In typical Thai style, there were only 5 of us there for the first hour and that didn’t include the person who we were saying farewell to! But we tucked into the food and beer anyway. After a few Changs to loosen up my I hit the karaoke! On previous attempts, I’d been fortunate that the catalogue of English language songs was relatively limited which got me off the hook. This karaoke machine had everything and it seemed that everyone was enjoying my vocal talents so I  knocked out 6 songs without interruption!

Enjoying ourselves before anyone else arrived!
This guy actually sings like a Thai pop star!

Thankfully someone else then took over and I could resume clapping along. I got forced into a few more songs, one of my colleagues actually seemed to be well versed in many English language songs so we did a few duets. Then, with my now very hoarse voice, I initiated a session of farewell speech making. Thai people are fantastic public speakers and I always feel quite overshadowed when I listen to everyone else speak after me. It doesn’t help that hardly anyone would have understood what I said! Then our leaving colleague said his farewells and actually said a few words to everyone that was there, including me. He said I’d been a great boss which was nice to hear whether it was true or not!

Making a speech comes very naturally to Thais.

What was interesting about this Thai party compared to others was that I didn’t feel completely out of place. Previously I would have stayed for a little while to show my face but then would have politely made my exit and let everyone else get on and enjoy themselves. This time I actually only left because I was 1h30 minute drive from home and didn’t want to be too late! I definitely could have stayed longer although I’m not sure anyone wanted to hear me sing again!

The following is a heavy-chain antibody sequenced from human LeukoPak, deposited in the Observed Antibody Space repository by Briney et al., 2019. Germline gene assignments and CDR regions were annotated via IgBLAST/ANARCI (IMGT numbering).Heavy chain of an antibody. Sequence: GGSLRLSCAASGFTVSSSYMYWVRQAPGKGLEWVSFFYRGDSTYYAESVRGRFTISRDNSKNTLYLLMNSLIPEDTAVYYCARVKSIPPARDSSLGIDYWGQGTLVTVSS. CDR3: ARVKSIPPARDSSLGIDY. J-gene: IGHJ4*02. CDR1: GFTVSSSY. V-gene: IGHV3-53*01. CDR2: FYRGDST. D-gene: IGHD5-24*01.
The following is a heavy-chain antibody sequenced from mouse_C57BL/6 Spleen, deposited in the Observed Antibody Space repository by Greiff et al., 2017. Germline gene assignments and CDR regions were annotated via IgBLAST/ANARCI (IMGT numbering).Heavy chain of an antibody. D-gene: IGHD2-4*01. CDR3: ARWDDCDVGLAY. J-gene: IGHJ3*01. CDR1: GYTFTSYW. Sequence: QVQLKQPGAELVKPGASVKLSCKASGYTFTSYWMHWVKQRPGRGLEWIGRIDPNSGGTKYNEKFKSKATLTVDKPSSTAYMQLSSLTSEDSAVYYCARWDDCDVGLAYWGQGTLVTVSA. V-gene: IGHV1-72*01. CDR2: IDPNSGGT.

Never Underestimate the Feeling of Normality

Something strange has happened to me. Well actually nothing has really happened, just something has changed, things are not quite the same.

After the novelty of the first week of working in Thailand last December, I’ve spent the last 9 months feeling quite unsatisfied by my job. Yes, I’ve enjoyed some of the new experiences and have made friends, but I’ve found that no matter how hard I’ve tried, not a lot has really progressed, or not quickly enough to notice!

I’m not exactly sure when things did change, whether it’s been happening gradually or there was a giant thunderbolt, but this week I noticed that I wasn’t counting down the hours until I could go home from work. And I wasn’t waking up in the morning desperately wishing it was the weekend. I wouldn’t say that I’ve been enjoying myself but it’s definitely felt a lot less painful. Things have actually been happening as a result of my actions!

I can’t really explain what I’ve done to make this happen. I don’t believe I’m doing anything differently but work definitely feels more productive.  I think I might have reached a point of balance between my direct, proactive, ‘type A personality’ farang style and the more relaxed ‘sabai sabai’ Thai way.  It’s not that Thai’s don’t make effort or don’t care, far from it, they just don’t seem to respond well to their farang boss springing into immediate action! There’s just a different route to the end result and maybe I’ve figured it out? I think it’s a case of not being too pushy but when you get a glimmer of enthusiasm and cooperation just grabbing it. Who knows? I just need to keep it going!

Anyway, actually making a teeny tiny difference at work is a nice feeling! Even if it is what you should normally expect from your job, you can’t underestimate how much better it is than pretty much wishing your life away trying to get through each day.

Another piece of evidence that suggests that I might have ‘made it’ in Thailand is that I have been invited to lunch at the family home of one of my team. She said her family wants to say thank you for all the support I’ve given her, although I also suspect the novelty of having the young farang lady boss round to lunch has also played a part!